Precision Healthcare

chou soh blog 2_2018Making a difference in the lives of the 2.2B children in the world.

As a healthcare professional, you might agree that something has to change in our healthcare system. While we could debate public policy, insurance carriers and the law, I’ll make a case there are significant steps in technology, which could fundamentally change healthcare in the US and the rest of the world.

These days Artificial Intelligence/AI has become part of popular press articles. You might have seen the singer, Common, talking about AI on a recent Microsoft TV ad. As consumers, we experience the power of Siri, Alexa or Google to recognize speech and if you’re on Facebook, you’ve seen how well facial recognition can work.
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HealthCare’s Technological Revolution Is Here!

blogHealthcare in the USA and across the globe is in crisis! We are plagued with erratic quality, unequal access, and sky-high costs. The good news is that we are on the cusp of radical change – we’ re in the midst of an avalanche of converging technologies in medical science, software, hardware and communications and this perfect storm is transforming medicine and healthcare in ways that sounded like science fiction a mere decade ago. This is giving medical professionals, patients and key industry players the unprecedented ability to make appropriate healthcare more accessible, affordable and humanistic.

Patients, physicians, pharma and regulators would do well to face these profound changes, as their lives and their industries will not look the same after they have transpired.
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MEDICAID: Putting It Into Perspective

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Medicaid is in the news every day. People, politicians, policymakers, providers, and payers are expressing points of view ranging from kill it to expand it. Unfortunately, most people are not well informed about what Medicaid is. I would like to help on the informing part of the issue by describing what it is, how it works, who qualifies, how much it costs, and some policy choices I see. This is a very complex subject, so I will lay it out in bite-sized posts. Consider this first post as a backgrounder. If you want to dig deep into the subject, I recommend visiting The Center on Budget and Policy Priorities.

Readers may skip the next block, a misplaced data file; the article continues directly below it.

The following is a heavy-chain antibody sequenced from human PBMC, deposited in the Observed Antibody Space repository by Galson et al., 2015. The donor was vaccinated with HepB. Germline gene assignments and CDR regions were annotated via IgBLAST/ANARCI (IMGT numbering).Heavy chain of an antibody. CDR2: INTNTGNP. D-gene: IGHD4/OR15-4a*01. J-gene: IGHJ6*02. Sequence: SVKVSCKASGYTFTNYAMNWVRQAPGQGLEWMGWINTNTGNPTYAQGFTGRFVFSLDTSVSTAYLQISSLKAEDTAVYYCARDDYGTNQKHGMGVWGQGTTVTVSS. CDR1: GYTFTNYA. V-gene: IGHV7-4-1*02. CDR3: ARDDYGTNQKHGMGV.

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A New Prescription for Healthcare: Creativity, Innovation and Entrepreneurship

health-2082630_1280We are living through what is arguably the most challenging time for the health care industry. Globally, health care appears to be on a collision course with patient needs and economic reality. No one is happy with the current system, and the combination of rising costs, poor access, inequitable care, and diminishing quality and safety has created anxiety and frustration for all. Decades of interventions have failed to improve the situation; if anything, things have become worse. Current approaches tend to focus on a single issue or problem (the price of drugs, rising numbers without medical insurance, provider incentives to over treat), but an overarching solution has remained elusive.
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What the Next President Should Do: Healthcare Common Sense

The 2016 election is over, and a top priority for the new administration and Congress is healthcare. The candidates discussed little substance about healthcare during the campaigns, despite the fact it is approaching 20% of our economy and touches every American. You could say the problems in healthcare have been caused by action by one party and inaction by another party. You could say Republicans want this and Democrats want that, but I don’t think labeling should be the focus. The problem is Congress (both parties) are tied to special interest groups. Insurers, medical device manufacturers, pharmaceutical companies, and the plaintiff’s bar, along with Congress created our unaffordable healthcare system.